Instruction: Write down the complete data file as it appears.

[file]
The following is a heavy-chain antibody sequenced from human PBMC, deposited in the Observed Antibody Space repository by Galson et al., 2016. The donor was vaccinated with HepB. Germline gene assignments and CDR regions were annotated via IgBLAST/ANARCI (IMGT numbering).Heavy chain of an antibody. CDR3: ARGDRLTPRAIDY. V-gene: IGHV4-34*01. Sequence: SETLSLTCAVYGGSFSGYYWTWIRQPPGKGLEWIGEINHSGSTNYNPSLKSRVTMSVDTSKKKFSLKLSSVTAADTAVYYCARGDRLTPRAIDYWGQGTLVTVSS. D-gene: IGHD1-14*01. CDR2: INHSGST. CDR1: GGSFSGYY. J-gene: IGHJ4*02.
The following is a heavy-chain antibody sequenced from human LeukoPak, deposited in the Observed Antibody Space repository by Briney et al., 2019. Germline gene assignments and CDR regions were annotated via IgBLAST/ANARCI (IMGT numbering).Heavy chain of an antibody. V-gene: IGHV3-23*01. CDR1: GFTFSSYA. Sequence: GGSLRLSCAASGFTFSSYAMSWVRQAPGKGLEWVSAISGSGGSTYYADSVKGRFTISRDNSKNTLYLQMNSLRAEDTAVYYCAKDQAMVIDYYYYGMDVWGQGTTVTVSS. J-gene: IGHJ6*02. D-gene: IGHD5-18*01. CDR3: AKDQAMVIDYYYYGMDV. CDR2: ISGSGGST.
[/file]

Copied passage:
The following is a heavy-chain antibody sequenced from human PBMC, deposited in the Observed Antibody Space repository by Galson et al., 2016. The donor was vaccinated with HepB. Germline gene assignments and CDR regions were annotated via IgBLAST/ANARCI (IMGT numbering).Heavy chain of an antibody. CDR3: ARGDRLTPRAIDY. V-gene: IGHV4-34*01. Sequence: SETLSLTCAVYGGSFSGYYWTWIRQPPGKGLEWIGEINHSGSTNYNPSLKSRVTMSVDTSKKKFSLKLSSVTAADTAVYYCARGDRLTPRAIDYWGQGTLVTVSS. D-gene: IGHD1-14*01. CDR2: INHSGST. CDR1: GGSFSGYY. J-gene: IGHJ4*02.
The following is a heavy-chain antibody sequenced from human LeukoPak, deposited in the Observed Antibody Space repository by Briney et al., 2019. Germline gene assignments and CDR regions were annotated via IgBLAST/ANARCI (IMGT numbering).Heavy chain of an antibody. V-gene: IGHV3-23*01. CDR1: GFTFSSYA. Sequence: GGSLRLSCAASGFTFSSYAMSWVRQAPGKGLEWVSAISGSGGSTYYADSVKGRFTISRDNSKNTLYLQMNSLRAEDTAVYYCAKDQAMVIDYYYYGMDVWGQGTTVTVSS. J-gene: IGHJ6*02. D-gene: IGHD5-18*01. CDR3: AKDQAMVIDYYYYGMDV. CDR2: ISGSGGST.